April 14, 1931 – Ethel Dreier to Mr. Hicks (Lake Placid Club)

  • April 14, 1931 – Draft letter written by JSA to be used by Ethel Dreier (Women’s City Club) to Mr. Hicks (secretary – Lake Placid Club) –

Mr. Dear Mr. Hicks:

After giving your letter of March 31st careful consideration, we are convinced that you have over-looked the fact that many of our members visit the Adirondacks and are personally informed on the conditions. We have also examined the official data of the Conservation Commission on the proposed amendment and we have listened to and participated in many discussions of the proposed expenditure ($20,000,000), all of which must be spent outside of the Adirondack and Catskill Parks.

We note your reference to European practice in forestry but since the economic conditions are so vastly different, also the social and governmental influences are different, we do not feel that there is enough similarity to justify such a comparison. We have had quite a lot of experience in New York State and we feel that we should profit by this experience and prove our fitness to raise tree cutting forests on lands outside of the forest preserve before endangering what we have inside.

You refer to the production forests as demonstration forests to encourage the farmer, though you seem to favor the establishment of such demonstration areas near the pulp mills at some distance away from the major farming country. It would seem more reasonable to believe that the farmer would be benefited by such a demonstration in his own neighborhood and on the same kind of land he has to deal with. You probably know that the Hewitt reforestation program was started outside of the forest preserve on unused farm land and changed to the present program without a very clear reason for such a change, there being ample lands needing reforestation in suitable size throughout the state.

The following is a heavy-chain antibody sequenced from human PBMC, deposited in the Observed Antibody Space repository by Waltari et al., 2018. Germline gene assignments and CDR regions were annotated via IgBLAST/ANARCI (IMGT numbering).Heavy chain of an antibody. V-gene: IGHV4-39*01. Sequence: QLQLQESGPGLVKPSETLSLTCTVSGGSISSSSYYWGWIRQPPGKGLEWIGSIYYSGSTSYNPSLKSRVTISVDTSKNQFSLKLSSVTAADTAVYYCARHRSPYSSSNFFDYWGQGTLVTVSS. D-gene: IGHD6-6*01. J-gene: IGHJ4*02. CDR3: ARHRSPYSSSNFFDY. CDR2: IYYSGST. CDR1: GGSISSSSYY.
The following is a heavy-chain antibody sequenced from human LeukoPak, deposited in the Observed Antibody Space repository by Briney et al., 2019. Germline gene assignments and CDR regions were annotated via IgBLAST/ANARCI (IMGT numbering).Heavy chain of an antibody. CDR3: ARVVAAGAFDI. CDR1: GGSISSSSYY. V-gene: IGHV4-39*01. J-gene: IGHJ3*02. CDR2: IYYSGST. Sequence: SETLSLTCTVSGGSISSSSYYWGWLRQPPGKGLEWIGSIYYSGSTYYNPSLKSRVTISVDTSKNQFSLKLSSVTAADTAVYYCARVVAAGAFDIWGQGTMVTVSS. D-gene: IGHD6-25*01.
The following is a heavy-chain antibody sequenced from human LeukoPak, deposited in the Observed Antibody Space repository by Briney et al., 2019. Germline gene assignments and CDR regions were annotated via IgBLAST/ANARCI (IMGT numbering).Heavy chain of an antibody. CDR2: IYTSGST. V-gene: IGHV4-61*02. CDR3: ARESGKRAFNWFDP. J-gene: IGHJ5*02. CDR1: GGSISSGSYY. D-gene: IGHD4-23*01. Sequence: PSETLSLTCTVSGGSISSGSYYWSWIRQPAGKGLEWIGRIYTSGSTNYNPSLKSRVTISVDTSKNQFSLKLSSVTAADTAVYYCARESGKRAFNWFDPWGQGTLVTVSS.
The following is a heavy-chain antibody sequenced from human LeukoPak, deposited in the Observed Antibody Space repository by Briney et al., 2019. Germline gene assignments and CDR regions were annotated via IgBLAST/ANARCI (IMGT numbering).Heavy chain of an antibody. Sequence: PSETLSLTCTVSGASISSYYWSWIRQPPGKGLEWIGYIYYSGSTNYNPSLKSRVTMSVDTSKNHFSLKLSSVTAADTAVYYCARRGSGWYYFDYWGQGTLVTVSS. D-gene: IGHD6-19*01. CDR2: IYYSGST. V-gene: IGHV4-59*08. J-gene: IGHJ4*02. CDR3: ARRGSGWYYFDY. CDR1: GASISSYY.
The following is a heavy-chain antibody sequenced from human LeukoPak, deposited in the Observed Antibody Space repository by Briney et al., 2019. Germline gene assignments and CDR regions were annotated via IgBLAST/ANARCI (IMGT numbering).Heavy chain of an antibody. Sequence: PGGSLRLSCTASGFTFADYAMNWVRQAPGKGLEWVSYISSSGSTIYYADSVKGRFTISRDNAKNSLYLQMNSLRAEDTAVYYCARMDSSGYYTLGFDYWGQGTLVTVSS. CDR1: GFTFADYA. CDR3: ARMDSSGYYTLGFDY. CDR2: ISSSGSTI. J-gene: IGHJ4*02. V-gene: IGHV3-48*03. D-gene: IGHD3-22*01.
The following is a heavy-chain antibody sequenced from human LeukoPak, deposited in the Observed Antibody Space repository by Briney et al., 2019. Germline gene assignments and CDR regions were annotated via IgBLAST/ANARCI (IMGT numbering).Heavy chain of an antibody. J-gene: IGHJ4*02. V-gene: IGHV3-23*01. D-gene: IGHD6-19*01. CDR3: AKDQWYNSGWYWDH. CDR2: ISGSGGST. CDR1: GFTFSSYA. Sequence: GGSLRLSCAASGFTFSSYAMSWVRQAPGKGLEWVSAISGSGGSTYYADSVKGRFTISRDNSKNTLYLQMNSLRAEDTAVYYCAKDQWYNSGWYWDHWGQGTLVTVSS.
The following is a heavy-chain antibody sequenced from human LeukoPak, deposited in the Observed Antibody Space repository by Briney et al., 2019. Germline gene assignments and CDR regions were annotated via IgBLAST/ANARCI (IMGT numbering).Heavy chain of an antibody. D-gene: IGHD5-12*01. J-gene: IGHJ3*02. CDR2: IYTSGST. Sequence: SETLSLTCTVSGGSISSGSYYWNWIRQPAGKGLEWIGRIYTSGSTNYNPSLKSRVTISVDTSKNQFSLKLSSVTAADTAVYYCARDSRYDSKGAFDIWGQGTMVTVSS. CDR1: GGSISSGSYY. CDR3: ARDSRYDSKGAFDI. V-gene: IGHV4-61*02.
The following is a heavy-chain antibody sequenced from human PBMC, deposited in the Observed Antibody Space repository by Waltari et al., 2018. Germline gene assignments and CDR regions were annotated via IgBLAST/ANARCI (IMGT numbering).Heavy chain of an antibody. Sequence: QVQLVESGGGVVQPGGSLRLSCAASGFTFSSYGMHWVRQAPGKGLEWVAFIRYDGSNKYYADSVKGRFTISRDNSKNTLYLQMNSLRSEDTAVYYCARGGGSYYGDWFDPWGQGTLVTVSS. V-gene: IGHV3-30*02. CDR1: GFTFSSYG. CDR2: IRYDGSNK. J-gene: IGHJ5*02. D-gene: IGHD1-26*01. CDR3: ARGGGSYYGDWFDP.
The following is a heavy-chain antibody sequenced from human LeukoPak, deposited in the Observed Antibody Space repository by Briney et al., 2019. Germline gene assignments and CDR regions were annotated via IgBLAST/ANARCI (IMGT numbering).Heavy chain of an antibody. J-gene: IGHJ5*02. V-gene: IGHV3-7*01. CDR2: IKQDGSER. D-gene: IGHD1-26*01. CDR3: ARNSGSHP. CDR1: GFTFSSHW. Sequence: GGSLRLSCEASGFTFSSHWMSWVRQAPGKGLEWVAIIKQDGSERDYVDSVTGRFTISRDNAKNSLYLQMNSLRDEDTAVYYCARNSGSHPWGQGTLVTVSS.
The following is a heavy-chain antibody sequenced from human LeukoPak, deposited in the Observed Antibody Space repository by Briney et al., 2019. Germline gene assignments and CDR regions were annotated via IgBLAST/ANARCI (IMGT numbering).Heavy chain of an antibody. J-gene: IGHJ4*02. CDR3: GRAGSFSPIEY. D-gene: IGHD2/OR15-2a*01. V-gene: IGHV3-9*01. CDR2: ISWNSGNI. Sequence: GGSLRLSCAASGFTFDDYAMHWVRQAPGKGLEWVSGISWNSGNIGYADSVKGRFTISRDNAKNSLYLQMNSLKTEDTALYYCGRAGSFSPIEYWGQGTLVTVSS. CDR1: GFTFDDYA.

We note from your letter with some apprehension that the Lake Placid Club seems to favor legislation as soon as it can be obtained that will renew commercial tree cutting on state land in the park. This appears to be the next effort if the Hewitt Amendment is approved this fall by the people. We are a bit surprised that your Club which has enjoyed such a profitable business inside this protected area would favor such a procedure and also encourage appending the entire $20,000,000 wholly outside of your environment so much admired by your guests.

I hardly need to assure you further that the women of the City Club are deeply interested in this subject and are giving it thoughtful consideration as you suggest.

Cordially yours,